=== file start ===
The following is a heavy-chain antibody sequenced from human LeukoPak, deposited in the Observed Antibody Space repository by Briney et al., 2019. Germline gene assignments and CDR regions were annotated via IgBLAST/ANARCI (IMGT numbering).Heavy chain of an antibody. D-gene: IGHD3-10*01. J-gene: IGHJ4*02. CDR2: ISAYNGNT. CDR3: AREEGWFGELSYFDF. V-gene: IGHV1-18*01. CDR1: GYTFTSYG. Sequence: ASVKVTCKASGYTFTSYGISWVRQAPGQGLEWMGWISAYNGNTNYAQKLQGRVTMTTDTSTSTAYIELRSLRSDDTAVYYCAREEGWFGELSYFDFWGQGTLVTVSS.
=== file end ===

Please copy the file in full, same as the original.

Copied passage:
The following is a heavy-chain antibody sequenced from human LeukoPak, deposited in the Observed Antibody Space repository by Briney et al., 2019. Germline gene assignments and CDR regions were annotated via IgBLAST/ANARCI (IMGT numbering).Heavy chain of an antibody. D-gene: IGHD3-10*01. J-gene: IGHJ4*02. CDR2: ISAYNGNT. CDR3: AREEGWFGELSYFDF. V-gene: IGHV1-18*01. CDR1: GYTFTSYG. Sequence: ASVKVTCKASGYTFTSYGISWVRQAPGQGLEWMGWISAYNGNTNYAQKLQGRVTMTTDTSTSTAYIELRSLRSDDTAVYYCAREEGWFGELSYFDFWGQGTLVTVSS.